November 17, 2014

A Stark Reminder That Not All Investments Pay Off

Real Estate Weekly reports on New York. “As late as a year ago, most real estate experts scoffed at the notion that New York’s luxury condo market is heading for a bubble. But in the past months, opinion has shifted noticeably as more and more new luxury towers are being announced. At a panel at last week’s NYC Real Estate Expo, most industry leaders agreed that luxury condo development is heading in the wrong direction. The most vocal critic was Ofer Yardeni, head of development firm Stonehenge. ‘Condo development is on life support,’ he told a packed audience at the Expo, adding that the much-touted luxury condo market on 57th Street ‘has just stopped.’”

“Last month, Extell Development’s Gary Barnett told Crain’s New York Business that he believes the luxury market may be nearing a dip. ‘We’re not there yet, [but] I think we’re seeing the beginnings of a slowdown,’ Barnett said during a tour of a model apartment at One57, where a penthouse is reportedly in contract for $90 million. A full pipeline of development could create an over-supply of luxury homes that would cause the entire market to contract, the developer believes.”

The Boston Globe in Massachusetts. “A year ago, it seemed nothing could stop the Massachusetts housing market recovery. Flash forward to today: Sales are down, foreclosures are up, and buyers are walking away from pending deals. Construction of new housing is falling again. To top it off: Single-family home prices in September fell compared with the same month in 2013, the first such price decline in two years, according to the Warren Group.”

“With prices in many local markets rising quickly in previous years, some buyers have hit a price wall, drawing the line on spending extra for post-sale repairs, said Steve Hussey, a home inspector and licensed real estate broker in Boston. ‘They feel they’re already paying too much and just walk away from deals and then that property goes back on the market again,’ he said.”

The Press Democrat in California. “Sonoma County’s home sales continued to trend lower in October. The county’s median price last month declined 2.2 percent from September, to $485,000, but still remained 6 percent higher than a year ago. In recent months some sellers have encountered buyer resistance and eventually reduced their initial asking price, said Brian Connell, managing broker at the Santa Rosa Mission office of Coldwell Banker. ‘It’s because the property was priced too high in the first place,’ he said.”

“Only 6 percent of October sales involved financially distressed properties, compared to 48 percent three years ago. Even so, the county still has plenty of homeowners facing financial troubles and the threat of foreclosure, said Brenda Alarcon, an agent with Bradley Real Estate in Santa Rosa. ‘There still are people in distress,’ she said. ‘They’re just a few payments away from going under.’”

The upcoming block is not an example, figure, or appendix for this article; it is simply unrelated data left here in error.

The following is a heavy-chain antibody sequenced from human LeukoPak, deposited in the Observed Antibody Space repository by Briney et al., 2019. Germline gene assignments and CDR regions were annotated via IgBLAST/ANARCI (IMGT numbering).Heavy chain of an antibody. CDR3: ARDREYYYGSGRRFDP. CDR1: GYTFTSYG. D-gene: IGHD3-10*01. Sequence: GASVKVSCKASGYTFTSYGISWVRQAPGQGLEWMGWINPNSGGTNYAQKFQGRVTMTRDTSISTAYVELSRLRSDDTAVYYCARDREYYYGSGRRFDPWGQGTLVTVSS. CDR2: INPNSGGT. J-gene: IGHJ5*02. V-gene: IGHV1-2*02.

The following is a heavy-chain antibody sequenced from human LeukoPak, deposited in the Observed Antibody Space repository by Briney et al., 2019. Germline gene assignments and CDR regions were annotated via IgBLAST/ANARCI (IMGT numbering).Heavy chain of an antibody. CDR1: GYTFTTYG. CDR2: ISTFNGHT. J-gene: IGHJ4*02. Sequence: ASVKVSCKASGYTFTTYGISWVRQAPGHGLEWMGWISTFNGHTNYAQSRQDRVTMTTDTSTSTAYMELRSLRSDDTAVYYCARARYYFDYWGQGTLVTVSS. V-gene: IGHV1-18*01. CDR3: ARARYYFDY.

The Orlando Sentinel in Florida. “The good news on the foreclosure front for Metro Orlando during October was strong signs of recovery. The bad news: The region ranked second nationally for its foreclosure rate, a new report shows. Orlando real estate agent Matthew White, of Sloane Realty, said Orlando’s real estate market might have a slower comeback than that of coastal areas that have plenty of vacation rentals near the beaches. Vacation homes were the first thing that owners left behind during the recession but they became the target for buyers nationally after prices bottomed out. ‘If you’re in financial trouble, the first things I would let go is my second home,’ White said.”

Cronkite News in Arizona. “Wilson Gee, owner of the Ahwatukee Lakes course, let the course go fallow because the water bills were too high. Then he became embroiled in a years-long ongoing dispute with angry homeowners who’d paid premium lot prices to face the golf course. Gee wants to convert the dead golf course into homes, and the homeowners are threatening to sue him. Broken ball retrievers and trash litter the landscape, a stark reminder that not all investments pay off. Barbed wire fences ring the lakes.”

“Ben Holt, 74, has lived on the Ahwatukee Lakes golf course since 1998. He played there three times a week with 11 golfing buddies. Now the golf course is dead. ‘All these people paid a premium for these lots because they were on a golf course.’ Holt says. For now, Gee says he just wants to sell his dead golf course property. He’s sympathetic to the residents’ anger, but to him the golf industry isn’t viable anymore. ‘When you look at the business end, it’s very difficult. Sometimes we’re cutting our own throat just to survive, so everyone is dropping prices,’ Gee says.”

The Ottawa Citizen in Canada. “Ottawa’s condo market — until recently a glittering star in the housing industry’s sky — is tarnished these days. A glut of unsold inventory is the major cause, according to Canada Mortgage and Housing Corporation’s most recent housing outlook for Ottawa. Calling the slippage in condo sales a ‘notable drop,’ PMA Brethour Realty Group’s Patrick Meeds says reasons for the decline include slowing purchases by all-important first-time buyers who, faced with poorer job prospects, are being cautious. As well, investors are buying less. Meeds says they’ve bought a lot in previous years and may be both maxed out financially and scared off by still-increasing prices.”

Bits Bucket for November 17, 2014

Post off-topic ideas, links, and Craigslist finds here.